Suddenly my thoughts were cut with the sharp noise of running feet. The stomping got louder with giggles and shouting as they got nearer. The sound intensified. It vibrated like a herd of elephants approaching a waterhole. The Year Eleven girls hit the garden beds and raced down the hillside. They burst through the dormitory doors. I heard books and bags thrown recklessly on the floor and beds. Towels were yanked off wall nails and curtain rails. The girls raced, pushing one in front of the other to fit through the doors.
We all knew too well, the hot water did not run for long. Only the first girls to get in got warm shower.
I moved into position. I only needed one person to see me and at this thought I grinned.
At that same moment I heard a shocking gasp so close to me and caught a glimpse of a girl named Thecla. Her face dropped in a horrific expression as she reversed from the doorway.
Thecla had sneaked in first and had surprised me and herself. Turning in horror, Thecla started screaming and running down the hallway to the exit door: Tewel! Tewel! Tewel! (Devil! Devil! Devil!) “Devil! Devil!, Mi lukim tewel. I saw the devil!” she screamed again as she ran up the hill.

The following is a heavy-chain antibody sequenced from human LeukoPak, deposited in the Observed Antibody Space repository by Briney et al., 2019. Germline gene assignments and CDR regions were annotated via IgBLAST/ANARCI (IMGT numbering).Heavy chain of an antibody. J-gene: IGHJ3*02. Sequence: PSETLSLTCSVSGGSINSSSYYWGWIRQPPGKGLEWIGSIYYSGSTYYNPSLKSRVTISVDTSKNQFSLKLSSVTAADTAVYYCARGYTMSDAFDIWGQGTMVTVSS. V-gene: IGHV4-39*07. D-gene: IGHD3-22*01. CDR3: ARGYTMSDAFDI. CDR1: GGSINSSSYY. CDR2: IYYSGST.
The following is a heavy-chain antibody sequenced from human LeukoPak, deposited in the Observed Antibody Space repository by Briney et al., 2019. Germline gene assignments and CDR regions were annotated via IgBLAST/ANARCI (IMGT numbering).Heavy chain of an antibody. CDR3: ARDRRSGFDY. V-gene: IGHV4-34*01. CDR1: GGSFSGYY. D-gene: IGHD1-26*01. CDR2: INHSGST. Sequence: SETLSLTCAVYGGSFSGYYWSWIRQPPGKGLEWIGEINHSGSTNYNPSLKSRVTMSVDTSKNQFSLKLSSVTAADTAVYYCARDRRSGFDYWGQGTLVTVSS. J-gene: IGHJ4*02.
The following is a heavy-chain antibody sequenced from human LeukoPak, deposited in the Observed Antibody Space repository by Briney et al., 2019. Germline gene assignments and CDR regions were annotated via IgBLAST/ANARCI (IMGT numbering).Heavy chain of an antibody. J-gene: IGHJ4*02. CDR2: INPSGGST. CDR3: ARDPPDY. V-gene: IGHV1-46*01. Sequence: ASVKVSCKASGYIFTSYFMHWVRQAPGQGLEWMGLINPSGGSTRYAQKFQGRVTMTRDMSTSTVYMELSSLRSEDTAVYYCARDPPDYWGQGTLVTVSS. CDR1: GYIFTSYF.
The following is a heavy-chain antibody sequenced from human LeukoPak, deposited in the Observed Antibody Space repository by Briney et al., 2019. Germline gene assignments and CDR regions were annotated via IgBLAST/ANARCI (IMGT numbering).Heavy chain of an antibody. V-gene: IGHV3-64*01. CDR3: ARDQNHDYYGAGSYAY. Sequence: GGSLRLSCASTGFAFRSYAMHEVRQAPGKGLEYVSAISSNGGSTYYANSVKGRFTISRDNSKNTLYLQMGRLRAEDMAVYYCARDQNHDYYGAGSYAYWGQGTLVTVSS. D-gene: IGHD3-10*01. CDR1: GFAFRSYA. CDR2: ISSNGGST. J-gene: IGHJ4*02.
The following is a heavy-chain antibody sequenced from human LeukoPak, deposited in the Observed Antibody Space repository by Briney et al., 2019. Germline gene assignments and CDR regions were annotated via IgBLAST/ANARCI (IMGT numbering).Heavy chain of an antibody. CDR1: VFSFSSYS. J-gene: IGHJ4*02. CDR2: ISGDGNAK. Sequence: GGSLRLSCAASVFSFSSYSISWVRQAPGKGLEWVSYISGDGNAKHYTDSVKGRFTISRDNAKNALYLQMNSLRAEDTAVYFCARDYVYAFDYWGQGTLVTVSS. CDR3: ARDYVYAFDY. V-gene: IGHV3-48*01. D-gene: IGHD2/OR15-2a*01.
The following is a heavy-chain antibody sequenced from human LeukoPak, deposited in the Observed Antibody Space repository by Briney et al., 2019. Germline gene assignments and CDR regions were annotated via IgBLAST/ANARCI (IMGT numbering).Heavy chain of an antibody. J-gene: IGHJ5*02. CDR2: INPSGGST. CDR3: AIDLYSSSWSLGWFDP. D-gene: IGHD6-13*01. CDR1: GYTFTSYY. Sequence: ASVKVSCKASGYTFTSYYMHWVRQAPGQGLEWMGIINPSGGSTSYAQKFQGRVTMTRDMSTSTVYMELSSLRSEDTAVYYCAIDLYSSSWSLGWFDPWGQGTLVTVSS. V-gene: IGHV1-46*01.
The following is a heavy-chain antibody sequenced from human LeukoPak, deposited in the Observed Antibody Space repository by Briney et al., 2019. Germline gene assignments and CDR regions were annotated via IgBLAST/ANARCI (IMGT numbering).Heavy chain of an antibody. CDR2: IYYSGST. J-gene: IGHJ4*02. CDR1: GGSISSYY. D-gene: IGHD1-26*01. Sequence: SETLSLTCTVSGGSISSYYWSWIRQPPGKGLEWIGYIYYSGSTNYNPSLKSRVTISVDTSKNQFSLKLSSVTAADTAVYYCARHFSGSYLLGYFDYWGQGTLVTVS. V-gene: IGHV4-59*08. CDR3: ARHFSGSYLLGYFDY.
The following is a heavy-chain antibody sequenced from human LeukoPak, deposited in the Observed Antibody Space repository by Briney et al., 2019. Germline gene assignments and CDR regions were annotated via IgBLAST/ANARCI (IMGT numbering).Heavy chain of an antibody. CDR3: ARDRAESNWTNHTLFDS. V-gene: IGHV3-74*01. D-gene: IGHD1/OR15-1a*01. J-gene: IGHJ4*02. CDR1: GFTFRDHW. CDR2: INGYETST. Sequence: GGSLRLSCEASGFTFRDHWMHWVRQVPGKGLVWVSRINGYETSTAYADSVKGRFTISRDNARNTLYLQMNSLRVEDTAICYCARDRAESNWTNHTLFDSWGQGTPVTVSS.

As Thecla rushed out and crashed into other girls behind her, her fear rippled through their emotions. These girls turned and ran out screaming the same thing in a chant. “Devil devil, we saw the devil.
I knew at that point, apart from Thecla, only two other girls may have seen me. Not all. But, I heard a lot of screaming and running.
The shower, laundry as well as the dorm emptied in just a few minutes. The noise shifted outside rapidly. I eased the “stranger” back into my cubicle, wiped off the make up and cleaned my face with a wet towel. I covered myself into a sleeping position. The “stranger” was gone.
From my warm bed I listened to more screaming and confusion outside. If only I could have had some champagne through a drip to celebrate, I thought. But I had not drunk alcohol yet so I imagined the taste of champagne. I wanted to laugh out loud. I could not. I smiled and closed my eyes with satisfaction.
By now the boys ran down from their dormitories to help. The duty teacher and deputy principal, Graham Darby came with all the prefects to investigate. The screaming of “devil” went to “prowler” “rascals” and other things. There was even a claim that the residential ghost, a young lady who died in the dormitory years ago had returned. I could hear people surrounding our dorms. Torches were flashing across our curtains. There were footsteps walking and running with urgency through the thick grass. The search continued for another half hour. Others searched in our agriculture class rhubarb garden and in the stinky drain.